Jessica has been an artist-in-residence at The Field, The Silo and most recently at Performing Arts Forum in St. Erme,France. As a dance scholar, her research was presented at the 2011 Congress on Research in Dance conference.  She is a certified yoga teacher and a member of CDP/NYC, a group that practices performance improvisation grounded in Buddhist philosophy.  She holds an MFA in choreography from University of Michigan and a BA in dance from Marymount Manhattan College.   Jessica has taught dance technique, composition and improvisation courses at University of Michigan, where she recently set a work for the 17-member Freshman Touring Company.  She has also guest taught at University of Toledo, where she choreographed numerous theatrical productions.  More information is available at http://lolalola.org/

About Erica Frank

Erica Frank is a costume designer of theatre, film, TV and music videos.  She most recently was the designer on the feature film The Firstling, and assistant designer on the 20th Century film The Watch. Additionally she was specialty costume crafter for Revolution, a new feature television series on NBC, which opens September 2012, and was the Tailor/Set Costumer on the 2011 feature film, The Hunger Games.  After completing her BFA at Parsons, she opened a designer shop in New York.  She soon found much of her work was gravitating from fashion design to theatre design and specialty craft services for Manhattan’s theatre industry.  She has spent the last six years in Los Angeles working in the theatre, film, and television industry.  Her unique craft skills, fantasy designs, and familiarity with east and west coast markets makes her an asset to our theatre, film and video production program.  She also has an MFA in costume design with California Institute of the Arts.

Erica’s work can be viewed at http://ericafrank.blogspot.com/ or at http://www.ericafrankdesign.com/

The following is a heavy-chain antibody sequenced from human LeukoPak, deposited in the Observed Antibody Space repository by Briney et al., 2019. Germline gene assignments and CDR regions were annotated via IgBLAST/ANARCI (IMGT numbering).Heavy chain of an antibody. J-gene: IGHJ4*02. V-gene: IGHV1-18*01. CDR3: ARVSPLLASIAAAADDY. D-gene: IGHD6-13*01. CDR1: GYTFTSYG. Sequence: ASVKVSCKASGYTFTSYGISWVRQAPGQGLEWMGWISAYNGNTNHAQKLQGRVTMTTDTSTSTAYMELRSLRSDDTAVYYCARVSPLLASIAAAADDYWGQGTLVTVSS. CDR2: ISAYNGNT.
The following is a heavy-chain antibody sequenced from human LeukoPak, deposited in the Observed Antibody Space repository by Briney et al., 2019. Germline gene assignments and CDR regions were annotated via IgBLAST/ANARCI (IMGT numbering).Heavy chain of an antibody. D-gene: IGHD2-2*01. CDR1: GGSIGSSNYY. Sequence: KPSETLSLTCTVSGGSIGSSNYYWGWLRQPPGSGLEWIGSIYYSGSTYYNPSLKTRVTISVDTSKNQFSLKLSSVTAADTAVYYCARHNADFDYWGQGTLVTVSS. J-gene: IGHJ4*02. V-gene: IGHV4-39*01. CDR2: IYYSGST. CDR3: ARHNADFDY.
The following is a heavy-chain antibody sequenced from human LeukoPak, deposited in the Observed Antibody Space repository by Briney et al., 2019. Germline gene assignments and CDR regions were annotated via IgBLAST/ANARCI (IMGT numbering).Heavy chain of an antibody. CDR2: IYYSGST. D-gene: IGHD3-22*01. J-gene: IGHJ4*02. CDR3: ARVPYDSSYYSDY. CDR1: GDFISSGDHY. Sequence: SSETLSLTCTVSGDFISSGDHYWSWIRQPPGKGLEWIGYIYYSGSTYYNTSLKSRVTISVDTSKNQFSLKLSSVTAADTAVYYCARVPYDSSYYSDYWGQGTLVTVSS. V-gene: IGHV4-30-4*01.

TICKETS  Play tickets are $12–General Public, $10–Faculty, Staff, Alumni & Seniors, and $7–Students.

DISCOUNTS Student members of fraternities or sororities, who wear their letters or show their membership card at the box office, can get a “Go Greek” discount of $2 off their ticket. Offer good only at the Box Office. A Season Ticket or a Season Flex Pass is 15% off the price of four individual tickets purchased separately.  A Season Ticket provides one seat to the opening night performance of each of the four plays. The opening night seat can be exchanged for another performance of the play, if the BoxOffice is notified in advance.  A Season Flex Pass provides 4 tickets that can be used in any combination throughout the season. The Season Tickets are available through October 12 and Flex Passes are available all season.

Tickets are available*:
Online: utoledo.edu/BoxOffice
By Phone: 419.530.2375
At the Center for Performing Arts Box Office:
Towerview W & W Rocket Blvd, UT Main Campus
*All major credit cards are accepted (AMEX, DISC, MC, VISA), UT Rocket Cards are accepted at the CPA Box Office ticket window only.

“Orpheus,” written by Jean Cocteau and translated by John Savacool from THE INFERNAL MACHINE AND OTHER PLAYS, copyright ©1963, is presented with permission from New Directions Publishing Corp. Reprinted by permission of New Directions Publishing Corp.

is Promotions Specialist, College of Arts and Letters, The University of Toledo